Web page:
Hollywood doesn’t have the greatest track record when taking a nostalgic classic and giving it the modern day big screen treatment. One of the most recent examples of this was last year’s Mr. Peabody and Sherman. As endearing as the trailers for The Peanuts Movie have been, it was still with great trepidation that I slapped on a pair of 3D glasses and prepared for today’s computer animated Charlie Brown, Snoopy, and the rest of the beloved gang.
It’s obvious from the get-go that great care has been taken to evoke all the feels associated with the older TV specials based on Charles Schulz‘s comic strip characters. Familiar strains of music quickly filter over scenes of children ice skating and engaging in other Peanuts appropriate activities. The animation, while computer rendered, takes its stylistic cues directly from the hand drawn version. Instead of coming off as a more modern or realistic version of the Peanuts world, it simply feels like the characters have stepped out into the third dimension, being created with current art tools. It’s slick, but never too slick, with the style being deliberately informed by the hand drawn artwork you remember.
Like the visual characteristics of the film, the characters themselves could have easily been brought full speed into the 21 century. Thankfully, they are not. Snoopy (brought to life through archival sound bytes of the late Bill Meléndez) still plugs away at a manual typewriter instead of exercising his thumbs on an iPad. Nobody is texting each other or watching Netflix. The whole world is right where Shulz left it – albeit a bit shinier.
The story itself is very simplistic – the Little Red-Haired Girl has just moved in next door, and good old Charlie Brown is smitten. It takes the whole movie to work up enough courage to actually try to talk to her, after several seemingly failed attempts at gaining her notice. That’s about it. Of course we’re given plenty of familiar asides along the way, along with a daring story involving the infamous Red Baron and a pretty poodle named Fifi (“voiced” by Kristin Chenoweth).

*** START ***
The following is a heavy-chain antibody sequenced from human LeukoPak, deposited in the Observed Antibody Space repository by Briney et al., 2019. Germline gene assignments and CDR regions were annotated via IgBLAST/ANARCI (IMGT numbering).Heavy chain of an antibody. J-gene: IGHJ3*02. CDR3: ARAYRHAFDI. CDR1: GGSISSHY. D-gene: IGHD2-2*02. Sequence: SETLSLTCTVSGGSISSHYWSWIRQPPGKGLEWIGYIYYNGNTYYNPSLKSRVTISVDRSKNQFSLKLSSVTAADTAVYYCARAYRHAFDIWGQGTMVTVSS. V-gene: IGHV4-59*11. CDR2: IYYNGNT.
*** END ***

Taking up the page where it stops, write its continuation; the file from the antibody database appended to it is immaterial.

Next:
The whole gang, from Linus, to Lucy, to Sallie and Pigpen are all voiced by child actors who miraculously capture the essence of those characters, sounding almost exactly as you know they should. Perhaps the biggest danger this film had facing it was pulling those of us who grew up watching Linus explain the true meaning of Christmas to Charlie Brown out of the film with celebrity voices. Never fear – in voice, mannerism, and every other way, these are the animated children you remember.
Zeroing in on the strange depressing yet hopeful flavor of Charlie Brown’s life, it stays true to its roots. The film avoids modern cynicism, or painting everything with politically correct rainbows. It’s joyful, but with the stark reality that sometimes life just seem to suck – especially for a self-perceived blockhead. In the end we’re given something that we can feel good smiling about without feeling like we’ve been spoon fed a happy ending.
I have two complaints that keep this from getting a better rating – first, for all the carefully kept nostalgia and respect for the past, the film still utilizes modern pop songs at times, clashing horribly with the aesthetic that has been so meticulously built. Secondly, the filmmakers are perhaps too cautious about straying from the original Peanuts. Just about every trope from the comic/cartoon that you can think of is here, strung together in a somewhat meager plot. If you can think of something “Charlie Brownish,” you can bet there is a scene where it happens. There is very little of anything new offered up here, which is a blessing and a curse.
Aimed at fairly young children and anyone with a soft spot for Peanuts, it succeeds almost entirely and is a sweet film designed to help a new generation fall in love with this endearing family of animated children, and everyone’s favorite cartoon beagle.
Mrs. Hamster did not screen this film
My rating: Four out of five hats
The Peanuts Movie moves into 3,987 theaters, including 3D (not worth it), November 6